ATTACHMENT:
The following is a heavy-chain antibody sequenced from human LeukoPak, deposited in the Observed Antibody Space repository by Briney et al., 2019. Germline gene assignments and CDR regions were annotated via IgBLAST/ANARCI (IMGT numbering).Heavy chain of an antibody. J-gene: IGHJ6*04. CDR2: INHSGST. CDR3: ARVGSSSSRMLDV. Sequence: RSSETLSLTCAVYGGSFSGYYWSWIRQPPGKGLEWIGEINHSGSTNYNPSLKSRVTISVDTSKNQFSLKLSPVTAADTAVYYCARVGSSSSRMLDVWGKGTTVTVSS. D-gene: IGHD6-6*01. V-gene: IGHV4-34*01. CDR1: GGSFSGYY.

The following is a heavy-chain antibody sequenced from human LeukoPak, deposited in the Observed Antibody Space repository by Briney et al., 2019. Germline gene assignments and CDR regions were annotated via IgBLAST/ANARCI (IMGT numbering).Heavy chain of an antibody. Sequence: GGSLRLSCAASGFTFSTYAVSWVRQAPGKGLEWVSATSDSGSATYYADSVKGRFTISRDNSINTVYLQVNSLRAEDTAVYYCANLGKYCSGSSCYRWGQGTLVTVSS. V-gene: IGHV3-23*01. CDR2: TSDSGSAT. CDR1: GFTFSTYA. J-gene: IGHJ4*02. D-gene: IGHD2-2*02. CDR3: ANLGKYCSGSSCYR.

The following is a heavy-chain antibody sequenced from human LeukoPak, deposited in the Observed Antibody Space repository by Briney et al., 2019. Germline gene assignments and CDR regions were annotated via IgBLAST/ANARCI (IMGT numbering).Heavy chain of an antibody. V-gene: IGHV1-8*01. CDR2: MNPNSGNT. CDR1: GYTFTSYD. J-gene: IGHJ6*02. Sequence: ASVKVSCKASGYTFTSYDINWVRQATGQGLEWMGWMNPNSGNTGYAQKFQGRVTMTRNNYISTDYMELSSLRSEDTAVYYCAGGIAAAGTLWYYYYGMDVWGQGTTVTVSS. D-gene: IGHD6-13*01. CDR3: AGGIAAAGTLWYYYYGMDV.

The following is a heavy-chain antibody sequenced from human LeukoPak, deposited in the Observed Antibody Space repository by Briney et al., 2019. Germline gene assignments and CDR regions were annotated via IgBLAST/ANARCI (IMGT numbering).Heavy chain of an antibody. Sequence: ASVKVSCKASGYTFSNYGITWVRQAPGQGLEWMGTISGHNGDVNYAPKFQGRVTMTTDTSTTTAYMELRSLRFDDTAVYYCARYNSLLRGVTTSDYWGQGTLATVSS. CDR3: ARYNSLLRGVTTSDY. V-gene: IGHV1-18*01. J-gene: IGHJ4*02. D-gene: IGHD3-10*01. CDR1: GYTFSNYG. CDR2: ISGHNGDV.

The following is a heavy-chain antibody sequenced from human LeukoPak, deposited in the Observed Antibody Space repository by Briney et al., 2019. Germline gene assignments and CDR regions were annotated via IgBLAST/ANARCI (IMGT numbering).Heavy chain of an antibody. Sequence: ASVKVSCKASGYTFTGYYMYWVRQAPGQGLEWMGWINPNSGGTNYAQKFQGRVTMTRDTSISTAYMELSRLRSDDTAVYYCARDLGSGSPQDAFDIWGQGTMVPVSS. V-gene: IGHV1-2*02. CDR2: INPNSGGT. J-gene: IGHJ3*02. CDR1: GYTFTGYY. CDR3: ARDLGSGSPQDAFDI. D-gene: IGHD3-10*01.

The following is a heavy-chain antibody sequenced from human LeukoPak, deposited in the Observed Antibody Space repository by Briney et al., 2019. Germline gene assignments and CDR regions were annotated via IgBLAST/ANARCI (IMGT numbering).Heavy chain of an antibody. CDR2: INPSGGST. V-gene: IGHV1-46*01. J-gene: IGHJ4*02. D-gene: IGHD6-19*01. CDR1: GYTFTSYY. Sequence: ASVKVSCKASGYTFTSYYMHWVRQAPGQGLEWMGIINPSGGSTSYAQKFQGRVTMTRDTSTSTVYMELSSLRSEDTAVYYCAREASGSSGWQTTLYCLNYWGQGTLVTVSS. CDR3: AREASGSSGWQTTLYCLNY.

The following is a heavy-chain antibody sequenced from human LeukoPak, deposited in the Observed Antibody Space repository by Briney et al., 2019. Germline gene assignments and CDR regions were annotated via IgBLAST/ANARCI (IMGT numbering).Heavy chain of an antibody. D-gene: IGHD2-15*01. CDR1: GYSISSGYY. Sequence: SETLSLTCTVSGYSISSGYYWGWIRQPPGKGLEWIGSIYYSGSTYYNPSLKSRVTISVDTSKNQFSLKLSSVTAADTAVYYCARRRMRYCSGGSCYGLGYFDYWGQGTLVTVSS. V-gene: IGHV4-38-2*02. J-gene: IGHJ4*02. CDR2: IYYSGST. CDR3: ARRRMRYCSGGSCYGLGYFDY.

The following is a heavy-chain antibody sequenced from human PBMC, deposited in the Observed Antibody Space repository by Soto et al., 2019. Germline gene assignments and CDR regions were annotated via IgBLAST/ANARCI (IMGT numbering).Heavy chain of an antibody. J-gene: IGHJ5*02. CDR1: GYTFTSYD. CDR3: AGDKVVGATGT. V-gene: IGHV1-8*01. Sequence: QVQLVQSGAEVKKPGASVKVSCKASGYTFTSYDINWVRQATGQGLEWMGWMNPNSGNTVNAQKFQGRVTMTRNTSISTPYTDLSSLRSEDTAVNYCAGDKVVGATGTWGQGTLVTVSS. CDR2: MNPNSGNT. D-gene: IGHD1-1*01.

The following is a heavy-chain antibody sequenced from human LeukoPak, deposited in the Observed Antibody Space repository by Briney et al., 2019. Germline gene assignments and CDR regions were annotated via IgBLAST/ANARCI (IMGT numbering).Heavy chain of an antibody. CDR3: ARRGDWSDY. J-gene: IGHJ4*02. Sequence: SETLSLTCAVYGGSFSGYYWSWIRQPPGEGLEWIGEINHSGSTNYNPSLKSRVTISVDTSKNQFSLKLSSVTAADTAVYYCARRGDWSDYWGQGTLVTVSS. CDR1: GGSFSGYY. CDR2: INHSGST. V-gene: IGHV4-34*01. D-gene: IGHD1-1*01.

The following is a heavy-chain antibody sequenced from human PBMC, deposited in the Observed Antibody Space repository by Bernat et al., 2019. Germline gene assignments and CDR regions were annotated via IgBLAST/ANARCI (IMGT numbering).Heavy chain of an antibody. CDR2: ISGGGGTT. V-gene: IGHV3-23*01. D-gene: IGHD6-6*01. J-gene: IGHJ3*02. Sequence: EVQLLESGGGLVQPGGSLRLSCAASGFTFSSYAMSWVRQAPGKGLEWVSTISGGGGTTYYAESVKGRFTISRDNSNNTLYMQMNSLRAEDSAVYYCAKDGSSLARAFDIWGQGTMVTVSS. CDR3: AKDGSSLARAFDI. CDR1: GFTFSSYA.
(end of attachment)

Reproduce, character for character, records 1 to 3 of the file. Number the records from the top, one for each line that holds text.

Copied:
The following is a heavy-chain antibody sequenced from human LeukoPak, deposited in the Observed Antibody Space repository by Briney et al., 2019. Germline gene assignments and CDR regions were annotated via IgBLAST/ANARCI (IMGT numbering).Heavy chain of an antibody. J-gene: IGHJ6*04. CDR2: INHSGST. CDR3: ARVGSSSSRMLDV. Sequence: RSSETLSLTCAVYGGSFSGYYWSWIRQPPGKGLEWIGEINHSGSTNYNPSLKSRVTISVDTSKNQFSLKLSPVTAADTAVYYCARVGSSSSRMLDVWGKGTTVTVSS. D-gene: IGHD6-6*01. V-gene: IGHV4-34*01. CDR1: GGSFSGYY.

The following is a heavy-chain antibody sequenced from human LeukoPak, deposited in the Observed Antibody Space repository by Briney et al., 2019. Germline gene assignments and CDR regions were annotated via IgBLAST/ANARCI (IMGT numbering).Heavy chain of an antibody. Sequence: GGSLRLSCAASGFTFSTYAVSWVRQAPGKGLEWVSATSDSGSATYYADSVKGRFTISRDNSINTVYLQVNSLRAEDTAVYYCANLGKYCSGSSCYRWGQGTLVTVSS. V-gene: IGHV3-23*01. CDR2: TSDSGSAT. CDR1: GFTFSTYA. J-gene: IGHJ4*02. D-gene: IGHD2-2*02. CDR3: ANLGKYCSGSSCYR.

The following is a heavy-chain antibody sequenced from human LeukoPak, deposited in the Observed Antibody Space repository by Briney et al., 2019. Germline gene assignments and CDR regions were annotated via IgBLAST/ANARCI (IMGT numbering).Heavy chain of an antibody. V-gene: IGHV1-8*01. CDR2: MNPNSGNT. CDR1: GYTFTSYD. J-gene: IGHJ6*02. Sequence: ASVKVSCKASGYTFTSYDINWVRQATGQGLEWMGWMNPNSGNTGYAQKFQGRVTMTRNNYISTDYMELSSLRSEDTAVYYCAGGIAAAGTLWYYYYGMDVWGQGTTVTVSS. D-gene: IGHD6-13*01. CDR3: AGGIAAAGTLWYYYYGMDV.